The Battle Lines are Drawn: J.A.I.L. versus The Foreign Power
A Power Foreign to Our Constitution
Political donations often pave way to seat on the bench
Sunday, April 22, 2007
By Kibret Markos
More than 80 percent of judges appointed to the bench in North Jersey in recent years have donated thousands of dollars to senators who held the fate of their candidacies, records show.
The practice is legal and has been followed for decades. Many judges, attorneys and senators strongly defend it, stressing that the selection process -- far from being a form of pay-to-play -- has produced an effective judiciary.
But others say it's an unfair means of choosing candidates for an institution looked upon as the bastion of fairness.
New Jersey courts aren't getting the most qualified candidates, they say, but rather the most qualified among a small pool of loyal insiders.
"Over the years, some very qualified people who aspire to go to the bench ask me how they could do it," said Barry Epstein, former president of the New Jersey State Bar Association. "I tell them, 'You have to find a senator to support your candidacy.' "
Several judges declined comment on the practice, referring questions to their supervisors.
Reached by phone, Bergen County's chief jurist, Assignment Judge Sybil Moses, declined comment.
"The selection of judges is strictly a legislative and executive determination," she said, before hanging up. ....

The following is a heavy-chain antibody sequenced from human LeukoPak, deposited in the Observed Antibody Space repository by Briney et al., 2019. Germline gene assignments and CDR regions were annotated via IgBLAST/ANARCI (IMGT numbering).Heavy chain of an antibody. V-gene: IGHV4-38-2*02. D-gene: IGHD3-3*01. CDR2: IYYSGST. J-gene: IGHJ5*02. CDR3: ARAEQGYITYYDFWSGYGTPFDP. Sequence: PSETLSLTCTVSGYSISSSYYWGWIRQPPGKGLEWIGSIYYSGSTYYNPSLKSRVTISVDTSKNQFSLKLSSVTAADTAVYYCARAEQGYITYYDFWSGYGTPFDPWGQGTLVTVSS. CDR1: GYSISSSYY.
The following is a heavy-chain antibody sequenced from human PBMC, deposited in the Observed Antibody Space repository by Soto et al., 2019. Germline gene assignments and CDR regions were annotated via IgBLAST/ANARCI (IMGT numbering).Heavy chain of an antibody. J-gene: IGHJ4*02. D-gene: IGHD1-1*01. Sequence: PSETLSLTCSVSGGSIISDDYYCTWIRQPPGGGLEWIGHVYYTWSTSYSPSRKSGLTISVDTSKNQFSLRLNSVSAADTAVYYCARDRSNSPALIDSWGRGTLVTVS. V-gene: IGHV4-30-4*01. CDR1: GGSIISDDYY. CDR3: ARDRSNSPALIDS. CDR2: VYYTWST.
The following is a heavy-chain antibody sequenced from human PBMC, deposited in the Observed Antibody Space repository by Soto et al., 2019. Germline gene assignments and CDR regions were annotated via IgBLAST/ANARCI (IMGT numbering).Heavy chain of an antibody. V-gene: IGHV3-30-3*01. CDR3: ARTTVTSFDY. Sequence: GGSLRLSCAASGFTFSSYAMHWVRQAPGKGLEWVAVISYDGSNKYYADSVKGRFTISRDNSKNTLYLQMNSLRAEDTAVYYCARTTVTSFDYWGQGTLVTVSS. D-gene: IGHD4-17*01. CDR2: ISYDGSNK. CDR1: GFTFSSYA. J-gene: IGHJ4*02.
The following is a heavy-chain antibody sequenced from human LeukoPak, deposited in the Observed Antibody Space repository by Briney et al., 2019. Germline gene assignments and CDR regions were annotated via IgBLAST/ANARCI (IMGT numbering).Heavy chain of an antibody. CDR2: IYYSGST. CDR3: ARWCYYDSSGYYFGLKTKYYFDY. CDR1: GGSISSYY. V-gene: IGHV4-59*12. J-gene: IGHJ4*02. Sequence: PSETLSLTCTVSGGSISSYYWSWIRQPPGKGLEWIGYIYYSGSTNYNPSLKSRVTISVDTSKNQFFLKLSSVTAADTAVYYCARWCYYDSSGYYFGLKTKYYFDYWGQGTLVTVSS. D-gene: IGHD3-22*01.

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Kibret Markos may be reached at email@example.com
According to the above report, in New Jersey less 20% of those applying for a judgeship obtain that judgeship who did not first fork over money to the decider.
History is replete with numerous occasions in which governors and politicians have accepted "donations" from those who wanted intercessions on their behalf. Of course, when cornered on the subject, everyone denies that the money given them affected their decisions.
In California, the FBI in pursuing bribery investigations, found that California legislators had unofficially established a "Green Day." A Green Day was a code name for a certain day of each week in which a "patron" would enter their legislator's office and present the legislator with an envelope. The unofficial rules were that no one was to discuss on Green Day proposed legislation or advocacy associated with the envelope. They were to come back later in the week, or the next week on a "Non-Green Day" to discuss what it was that they wanted. The objective was obvious - avoidance of detecting that the envelope was tied to the constituent's objective.
I recall a past incident in which the acceptance a bribe by a judge became the subject in which the judge admitted to accepting a bribe, but denied that the money he had taken influenced his decision. In his defense, he argued that he had taken a bribe from both sides in the case that was in the approximate same amount of $5,000 and thus, the bribes cancelled each other out and made a level playing field.
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He has combined with others to subject us to a jurisdiction foreign to
our constitution, and unacknowledged by our laws; giving his assent to
their acts of
pretended legislation. - Declaration of
"..it does not require a majority to prevail, but rather an irate, tireless
minority keen to set
brush fires in people's minds.." - Samuel Adams
"There are a thousand hacking at the branches of evil to one who is
striking at the root." -- Henry David Thoreau ><)))'>
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